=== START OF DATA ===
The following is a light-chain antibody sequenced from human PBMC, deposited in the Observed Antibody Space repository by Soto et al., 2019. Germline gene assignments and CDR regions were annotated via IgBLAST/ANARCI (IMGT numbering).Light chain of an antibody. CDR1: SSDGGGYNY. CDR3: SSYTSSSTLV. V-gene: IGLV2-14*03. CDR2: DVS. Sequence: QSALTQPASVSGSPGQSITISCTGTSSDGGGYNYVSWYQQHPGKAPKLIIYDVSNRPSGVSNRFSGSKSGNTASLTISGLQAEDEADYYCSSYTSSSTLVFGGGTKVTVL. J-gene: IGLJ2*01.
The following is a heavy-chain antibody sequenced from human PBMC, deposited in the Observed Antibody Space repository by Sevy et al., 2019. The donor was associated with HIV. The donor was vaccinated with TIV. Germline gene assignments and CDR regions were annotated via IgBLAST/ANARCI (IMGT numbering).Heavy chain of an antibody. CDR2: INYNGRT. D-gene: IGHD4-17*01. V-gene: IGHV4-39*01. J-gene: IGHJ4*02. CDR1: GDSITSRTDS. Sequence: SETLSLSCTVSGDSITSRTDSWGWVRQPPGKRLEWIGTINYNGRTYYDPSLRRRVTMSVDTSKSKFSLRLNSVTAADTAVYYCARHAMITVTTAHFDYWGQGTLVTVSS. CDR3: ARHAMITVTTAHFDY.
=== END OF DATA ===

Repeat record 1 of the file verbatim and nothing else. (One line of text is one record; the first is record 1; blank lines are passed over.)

The following is a light-chain antibody sequenced from human PBMC, deposited in the Observed Antibody Space repository by Soto et al., 2019. Germline gene assignments and CDR regions were annotated via IgBLAST/ANARCI (IMGT numbering).Light chain of an antibody. CDR1: SSDGGGYNY. CDR3: SSYTSSSTLV. V-gene: IGLV2-14*03. CDR2: DVS. Sequence: QSALTQPASVSGSPGQSITISCTGTSSDGGGYNYVSWYQQHPGKAPKLIIYDVSNRPSGVSNRFSGSKSGNTASLTISGLQAEDEADYYCSSYTSSSTLVFGGGTKVTVL. J-gene: IGLJ2*01.